confirm the builds you expect are in the tag inheritance for the target you are
running. This is a lot like checking whether an RPM will build against the
right libraries, except we're building an image instead.

If you get the rare Anaconda dialog box that says something like "An unexpected
error occurred", try using the ``text`` command in kickstart, which will have
Anaconda boot in text mode. Sometimes the Python traceback (or whatever the
error condition is) will be printed there. I have also seen cases where
text-mode yields a black screen, but booting in graphical mode (the default)
does produce a useful dialog box. Issues like this stem from syntax errors in
the kickstart file, or bugs in pykickstart itself. If you think it is a
pykickstart bug, then someone in Rel-Eng needs to update pykickstart on the
builders.

Did the guest boot?
^^^^^^^^^^^^^^^^^^^

Koji waits 5 minutes for a guest to boot in this step. It unfortunately does
not give a lot of insight to why a guest may not boot, so these are a tougher
class of issues to work through. You can usually answer this question by
looking in results string. If you see "Timed out waiting for guest to boot",
then this is your problem. You can also confirm this in oz.log.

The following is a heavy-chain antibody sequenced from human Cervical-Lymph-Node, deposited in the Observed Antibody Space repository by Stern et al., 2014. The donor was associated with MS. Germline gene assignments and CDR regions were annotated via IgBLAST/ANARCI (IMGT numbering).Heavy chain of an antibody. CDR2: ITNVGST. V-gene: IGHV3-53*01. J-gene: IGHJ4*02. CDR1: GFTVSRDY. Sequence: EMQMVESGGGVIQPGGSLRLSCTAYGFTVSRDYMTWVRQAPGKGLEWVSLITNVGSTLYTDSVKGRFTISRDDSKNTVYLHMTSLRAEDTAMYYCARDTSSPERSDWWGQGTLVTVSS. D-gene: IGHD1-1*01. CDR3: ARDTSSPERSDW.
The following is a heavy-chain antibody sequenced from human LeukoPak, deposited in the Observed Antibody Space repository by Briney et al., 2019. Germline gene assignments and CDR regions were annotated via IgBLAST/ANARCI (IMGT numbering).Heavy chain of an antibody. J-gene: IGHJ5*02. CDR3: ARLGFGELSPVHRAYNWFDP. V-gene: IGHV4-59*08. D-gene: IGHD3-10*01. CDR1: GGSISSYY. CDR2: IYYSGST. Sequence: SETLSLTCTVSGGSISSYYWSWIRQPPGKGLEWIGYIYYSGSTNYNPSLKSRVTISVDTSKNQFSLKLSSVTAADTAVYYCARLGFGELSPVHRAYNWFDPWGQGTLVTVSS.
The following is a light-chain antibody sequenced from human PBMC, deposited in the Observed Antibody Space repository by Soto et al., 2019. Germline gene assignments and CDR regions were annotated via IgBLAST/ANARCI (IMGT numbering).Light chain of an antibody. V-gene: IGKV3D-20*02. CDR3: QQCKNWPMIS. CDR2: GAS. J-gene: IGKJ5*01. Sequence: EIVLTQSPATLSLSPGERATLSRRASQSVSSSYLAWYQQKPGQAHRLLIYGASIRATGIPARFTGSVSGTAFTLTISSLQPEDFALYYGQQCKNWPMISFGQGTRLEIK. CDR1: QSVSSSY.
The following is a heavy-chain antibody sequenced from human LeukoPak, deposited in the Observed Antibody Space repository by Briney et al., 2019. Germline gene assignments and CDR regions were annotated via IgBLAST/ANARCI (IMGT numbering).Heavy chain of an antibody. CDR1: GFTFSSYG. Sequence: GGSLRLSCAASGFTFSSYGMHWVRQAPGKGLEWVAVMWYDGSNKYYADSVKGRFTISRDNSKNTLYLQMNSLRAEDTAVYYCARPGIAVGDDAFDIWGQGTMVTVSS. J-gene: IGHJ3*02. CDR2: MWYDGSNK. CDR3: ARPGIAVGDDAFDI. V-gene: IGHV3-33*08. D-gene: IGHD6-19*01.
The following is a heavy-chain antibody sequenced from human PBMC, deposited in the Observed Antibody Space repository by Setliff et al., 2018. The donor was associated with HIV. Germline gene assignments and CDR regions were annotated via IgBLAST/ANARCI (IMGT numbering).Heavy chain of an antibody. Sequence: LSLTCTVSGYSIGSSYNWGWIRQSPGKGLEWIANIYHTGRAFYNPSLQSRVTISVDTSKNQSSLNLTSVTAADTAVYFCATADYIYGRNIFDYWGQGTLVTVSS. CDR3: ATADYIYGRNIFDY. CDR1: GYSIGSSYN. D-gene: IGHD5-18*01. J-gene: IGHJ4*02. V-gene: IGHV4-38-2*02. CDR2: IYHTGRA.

For now, the best way to investigate an issue like this is to drive a guest
installation locally using something like Gnome's Virtual Machine Manager
(VMM). The steps to perform are:

* Select a Network Install
* For the Operating System Install URL use the same one you gave to Koji. It
  will be something like
  https://alt.fedoraproject.org/pub/alt/releases/22/Cloud/x86_64/os/
* Set the Kickstart URL to where your kickstart file is. You may need to make
  it available over http.
* Bump the memory to 2048M for good measure
* Launch the guest and let it complete installation
* Open a VNC session and watch what happens when the guest attempts to boot.

If the console is not providing enough information, we have to get more
creative. Anaconda supports starting an SSH daemon while the installation is
happening with the sshpw command in kickstart. Set that and comment out the
reboot command. This will let the installation complete locally and wait for a